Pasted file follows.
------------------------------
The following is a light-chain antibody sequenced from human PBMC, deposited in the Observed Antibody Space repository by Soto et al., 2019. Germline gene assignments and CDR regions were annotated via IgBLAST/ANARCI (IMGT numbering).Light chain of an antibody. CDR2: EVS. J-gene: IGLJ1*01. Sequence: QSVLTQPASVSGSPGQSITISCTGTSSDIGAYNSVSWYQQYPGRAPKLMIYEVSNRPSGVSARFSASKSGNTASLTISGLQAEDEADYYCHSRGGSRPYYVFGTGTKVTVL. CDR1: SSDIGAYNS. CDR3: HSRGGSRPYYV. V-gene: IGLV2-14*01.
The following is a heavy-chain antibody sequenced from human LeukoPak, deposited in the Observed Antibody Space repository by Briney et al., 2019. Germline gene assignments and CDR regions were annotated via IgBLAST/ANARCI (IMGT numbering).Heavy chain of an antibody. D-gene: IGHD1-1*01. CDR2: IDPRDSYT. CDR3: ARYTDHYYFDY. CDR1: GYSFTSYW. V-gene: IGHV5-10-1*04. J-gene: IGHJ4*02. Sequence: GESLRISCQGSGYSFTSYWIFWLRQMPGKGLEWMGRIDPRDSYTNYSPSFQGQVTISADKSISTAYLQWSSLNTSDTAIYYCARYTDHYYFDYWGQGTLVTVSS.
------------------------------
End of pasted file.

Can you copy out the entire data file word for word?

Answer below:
The following is a light-chain antibody sequenced from human PBMC, deposited in the Observed Antibody Space repository by Soto et al., 2019. Germline gene assignments and CDR regions were annotated via IgBLAST/ANARCI (IMGT numbering).Light chain of an antibody. CDR2: EVS. J-gene: IGLJ1*01. Sequence: QSVLTQPASVSGSPGQSITISCTGTSSDIGAYNSVSWYQQYPGRAPKLMIYEVSNRPSGVSARFSASKSGNTASLTISGLQAEDEADYYCHSRGGSRPYYVFGTGTKVTVL. CDR1: SSDIGAYNS. CDR3: HSRGGSRPYYV. V-gene: IGLV2-14*01.
The following is a heavy-chain antibody sequenced from human LeukoPak, deposited in the Observed Antibody Space repository by Briney et al., 2019. Germline gene assignments and CDR regions were annotated via IgBLAST/ANARCI (IMGT numbering).Heavy chain of an antibody. D-gene: IGHD1-1*01. CDR2: IDPRDSYT. CDR3: ARYTDHYYFDY. CDR1: GYSFTSYW. V-gene: IGHV5-10-1*04. J-gene: IGHJ4*02. Sequence: GESLRISCQGSGYSFTSYWIFWLRQMPGKGLEWMGRIDPRDSYTNYSPSFQGQVTISADKSISTAYLQWSSLNTSDTAIYYCARYTDHYYFDYWGQGTLVTVSS.